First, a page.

Came across two interesting and relevant articles.
First from MIT Technology Review concerns MOOCs (massive open online courses) which are attracting attention but are really only getting started.
"As online education platforms like Coursera, edX, and Udacity burst onto the scene over the past year, backers have talked up their potential to democratize higher education in the countries that have had the least access"But:
"One of the major challenges for MOOCs—which so far mostly come from U.S. universities—is to tailor the content of courses to a diverse worldwide audience with any number of combinations of language, educational, motivational, and cultural backgrounds."Doing one of these well is a major effort and requires many skills (e.g. graphics) not just a lecturer with a bit of training. Hopefully these courses will endure and be refined and improved over many years. Sustaining motivation is problem and most students find standalone online courses difficult to complete unless they are short.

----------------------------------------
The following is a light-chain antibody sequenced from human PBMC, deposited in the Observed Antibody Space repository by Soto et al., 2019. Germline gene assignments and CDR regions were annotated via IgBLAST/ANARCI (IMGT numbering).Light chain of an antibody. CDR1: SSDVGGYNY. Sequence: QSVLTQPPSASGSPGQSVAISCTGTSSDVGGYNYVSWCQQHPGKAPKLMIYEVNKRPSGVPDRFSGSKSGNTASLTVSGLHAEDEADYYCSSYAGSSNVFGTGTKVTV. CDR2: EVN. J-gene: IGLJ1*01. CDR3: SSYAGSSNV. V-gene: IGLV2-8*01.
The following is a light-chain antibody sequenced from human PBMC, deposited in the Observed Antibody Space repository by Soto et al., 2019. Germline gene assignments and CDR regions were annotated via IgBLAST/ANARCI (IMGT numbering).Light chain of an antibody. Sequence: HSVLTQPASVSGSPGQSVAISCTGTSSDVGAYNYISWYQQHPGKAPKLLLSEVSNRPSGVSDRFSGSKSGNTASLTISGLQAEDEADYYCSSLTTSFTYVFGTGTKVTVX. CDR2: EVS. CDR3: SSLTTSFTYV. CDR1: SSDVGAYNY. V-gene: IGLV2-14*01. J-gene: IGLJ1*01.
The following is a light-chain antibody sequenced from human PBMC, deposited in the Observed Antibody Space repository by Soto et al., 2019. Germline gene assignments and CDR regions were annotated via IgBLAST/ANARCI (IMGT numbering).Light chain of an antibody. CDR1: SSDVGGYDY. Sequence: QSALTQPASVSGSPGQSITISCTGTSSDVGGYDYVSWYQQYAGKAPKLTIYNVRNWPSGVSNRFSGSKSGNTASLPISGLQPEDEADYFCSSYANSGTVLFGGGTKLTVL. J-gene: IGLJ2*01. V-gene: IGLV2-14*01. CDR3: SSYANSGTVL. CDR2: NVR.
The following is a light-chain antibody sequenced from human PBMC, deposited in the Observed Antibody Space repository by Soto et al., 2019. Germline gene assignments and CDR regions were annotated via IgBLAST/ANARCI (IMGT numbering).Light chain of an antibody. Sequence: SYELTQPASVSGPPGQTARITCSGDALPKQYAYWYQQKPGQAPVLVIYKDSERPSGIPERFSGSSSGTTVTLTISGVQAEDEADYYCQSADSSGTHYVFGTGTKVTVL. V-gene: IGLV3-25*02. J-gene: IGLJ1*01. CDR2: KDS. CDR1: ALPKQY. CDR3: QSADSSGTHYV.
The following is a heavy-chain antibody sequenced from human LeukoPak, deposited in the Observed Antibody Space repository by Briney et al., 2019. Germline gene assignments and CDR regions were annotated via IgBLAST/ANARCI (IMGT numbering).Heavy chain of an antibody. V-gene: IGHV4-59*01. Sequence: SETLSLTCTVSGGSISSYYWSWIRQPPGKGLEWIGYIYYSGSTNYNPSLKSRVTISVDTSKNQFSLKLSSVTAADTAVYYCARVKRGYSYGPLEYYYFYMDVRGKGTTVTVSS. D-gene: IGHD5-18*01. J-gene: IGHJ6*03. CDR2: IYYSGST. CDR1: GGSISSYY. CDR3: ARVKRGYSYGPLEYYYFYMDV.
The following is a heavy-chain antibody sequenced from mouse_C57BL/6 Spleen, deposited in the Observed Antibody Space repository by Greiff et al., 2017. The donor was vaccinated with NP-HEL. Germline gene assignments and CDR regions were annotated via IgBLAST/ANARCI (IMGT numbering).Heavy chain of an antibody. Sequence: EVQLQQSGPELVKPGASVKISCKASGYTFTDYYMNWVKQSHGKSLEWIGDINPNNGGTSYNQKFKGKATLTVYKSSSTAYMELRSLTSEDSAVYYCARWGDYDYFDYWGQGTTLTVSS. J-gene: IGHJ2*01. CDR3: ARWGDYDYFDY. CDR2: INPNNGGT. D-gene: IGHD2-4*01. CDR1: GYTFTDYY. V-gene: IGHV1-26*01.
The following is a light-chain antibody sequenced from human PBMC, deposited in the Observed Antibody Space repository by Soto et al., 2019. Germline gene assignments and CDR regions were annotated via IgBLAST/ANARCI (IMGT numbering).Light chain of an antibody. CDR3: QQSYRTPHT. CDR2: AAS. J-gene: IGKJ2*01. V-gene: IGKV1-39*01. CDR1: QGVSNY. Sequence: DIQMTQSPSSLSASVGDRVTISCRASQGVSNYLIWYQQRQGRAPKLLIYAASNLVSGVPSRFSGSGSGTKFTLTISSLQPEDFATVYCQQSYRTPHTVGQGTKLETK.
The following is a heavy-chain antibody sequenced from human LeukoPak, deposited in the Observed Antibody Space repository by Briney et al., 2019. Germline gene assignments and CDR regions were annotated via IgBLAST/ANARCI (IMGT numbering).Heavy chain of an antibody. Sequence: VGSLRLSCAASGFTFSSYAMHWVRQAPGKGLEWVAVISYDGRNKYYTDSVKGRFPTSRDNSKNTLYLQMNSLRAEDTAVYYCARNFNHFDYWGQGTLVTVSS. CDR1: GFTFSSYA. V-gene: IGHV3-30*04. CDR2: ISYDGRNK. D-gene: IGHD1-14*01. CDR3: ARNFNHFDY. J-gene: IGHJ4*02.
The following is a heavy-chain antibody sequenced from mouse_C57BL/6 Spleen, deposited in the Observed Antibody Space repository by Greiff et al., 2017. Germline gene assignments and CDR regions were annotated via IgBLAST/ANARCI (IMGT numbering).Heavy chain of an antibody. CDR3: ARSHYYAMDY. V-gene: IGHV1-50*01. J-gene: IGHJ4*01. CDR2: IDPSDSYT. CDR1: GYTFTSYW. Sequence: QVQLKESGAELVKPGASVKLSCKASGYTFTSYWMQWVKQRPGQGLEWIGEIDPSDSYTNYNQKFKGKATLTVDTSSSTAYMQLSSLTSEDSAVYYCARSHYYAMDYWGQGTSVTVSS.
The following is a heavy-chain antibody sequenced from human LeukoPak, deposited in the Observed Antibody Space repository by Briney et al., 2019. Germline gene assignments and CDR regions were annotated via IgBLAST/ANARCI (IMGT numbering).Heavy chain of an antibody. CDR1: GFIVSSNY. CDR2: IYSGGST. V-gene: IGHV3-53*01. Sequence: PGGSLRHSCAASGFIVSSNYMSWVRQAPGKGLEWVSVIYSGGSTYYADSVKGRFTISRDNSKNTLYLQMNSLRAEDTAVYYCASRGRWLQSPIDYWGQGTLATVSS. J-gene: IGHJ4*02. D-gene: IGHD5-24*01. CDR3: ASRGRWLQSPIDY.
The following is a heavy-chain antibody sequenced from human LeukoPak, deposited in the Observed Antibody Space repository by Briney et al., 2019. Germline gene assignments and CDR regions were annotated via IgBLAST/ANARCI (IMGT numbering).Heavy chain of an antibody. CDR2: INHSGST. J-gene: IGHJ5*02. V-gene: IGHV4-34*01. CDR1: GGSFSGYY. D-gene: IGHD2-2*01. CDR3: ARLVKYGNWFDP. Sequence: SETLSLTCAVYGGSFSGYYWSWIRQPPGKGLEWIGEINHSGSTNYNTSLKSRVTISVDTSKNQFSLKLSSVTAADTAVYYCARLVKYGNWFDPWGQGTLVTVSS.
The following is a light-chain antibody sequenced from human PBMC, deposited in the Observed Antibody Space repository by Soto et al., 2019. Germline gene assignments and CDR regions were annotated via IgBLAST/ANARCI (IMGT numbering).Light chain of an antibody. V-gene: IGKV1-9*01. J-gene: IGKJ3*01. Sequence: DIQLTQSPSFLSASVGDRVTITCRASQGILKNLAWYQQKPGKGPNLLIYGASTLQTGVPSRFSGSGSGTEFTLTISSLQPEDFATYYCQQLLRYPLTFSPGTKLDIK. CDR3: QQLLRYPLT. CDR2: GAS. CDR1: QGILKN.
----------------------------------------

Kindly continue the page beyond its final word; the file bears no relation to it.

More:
And secondly is a rather critical article from Information Week about the use of IT in the university classroom:
"Professors at top research universities are highly skeptical of the value of the instructional technologies being injected into their classrooms, which many see as making their job harder and doing little to improve teaching and learning."Note that while this may be indicative this a not a proper survey.